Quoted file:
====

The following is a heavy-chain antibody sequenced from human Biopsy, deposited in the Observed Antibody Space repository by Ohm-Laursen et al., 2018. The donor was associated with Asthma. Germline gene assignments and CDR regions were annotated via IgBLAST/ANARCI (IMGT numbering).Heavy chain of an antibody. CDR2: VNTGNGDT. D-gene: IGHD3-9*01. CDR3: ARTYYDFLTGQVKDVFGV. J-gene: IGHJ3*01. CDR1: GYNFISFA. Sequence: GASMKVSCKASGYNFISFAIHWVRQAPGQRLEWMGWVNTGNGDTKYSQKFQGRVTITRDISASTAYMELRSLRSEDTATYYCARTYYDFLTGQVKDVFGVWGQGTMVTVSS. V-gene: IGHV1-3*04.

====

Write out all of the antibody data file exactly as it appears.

The following is a heavy-chain antibody sequenced from human Biopsy, deposited in the Observed Antibody Space repository by Ohm-Laursen et al., 2018. The donor was associated with Asthma. Germline gene assignments and CDR regions were annotated via IgBLAST/ANARCI (IMGT numbering).Heavy chain of an antibody. CDR2: VNTGNGDT. D-gene: IGHD3-9*01. CDR3: ARTYYDFLTGQVKDVFGV. J-gene: IGHJ3*01. CDR1: GYNFISFA. Sequence: GASMKVSCKASGYNFISFAIHWVRQAPGQRLEWMGWVNTGNGDTKYSQKFQGRVTITRDISASTAYMELRSLRSEDTATYYCARTYYDFLTGQVKDVFGVWGQGTMVTVSS. V-gene: IGHV1-3*04.